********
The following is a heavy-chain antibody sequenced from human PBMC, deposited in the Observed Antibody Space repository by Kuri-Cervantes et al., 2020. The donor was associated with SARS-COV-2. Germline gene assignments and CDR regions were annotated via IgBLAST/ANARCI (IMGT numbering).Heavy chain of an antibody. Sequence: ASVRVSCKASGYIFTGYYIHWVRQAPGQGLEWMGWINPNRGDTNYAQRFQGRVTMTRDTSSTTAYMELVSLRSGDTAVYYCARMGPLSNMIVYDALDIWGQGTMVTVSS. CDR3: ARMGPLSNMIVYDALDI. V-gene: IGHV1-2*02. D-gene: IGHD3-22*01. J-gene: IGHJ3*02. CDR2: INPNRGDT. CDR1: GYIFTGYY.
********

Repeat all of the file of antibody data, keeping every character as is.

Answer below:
The following is a heavy-chain antibody sequenced from human PBMC, deposited in the Observed Antibody Space repository by Kuri-Cervantes et al., 2020. The donor was associated with SARS-COV-2. Germline gene assignments and CDR regions were annotated via IgBLAST/ANARCI (IMGT numbering).Heavy chain of an antibody. Sequence: ASVRVSCKASGYIFTGYYIHWVRQAPGQGLEWMGWINPNRGDTNYAQRFQGRVTMTRDTSSTTAYMELVSLRSGDTAVYYCARMGPLSNMIVYDALDIWGQGTMVTVSS. CDR3: ARMGPLSNMIVYDALDI. V-gene: IGHV1-2*02. D-gene: IGHD3-22*01. J-gene: IGHJ3*02. CDR2: INPNRGDT. CDR1: GYIFTGYY.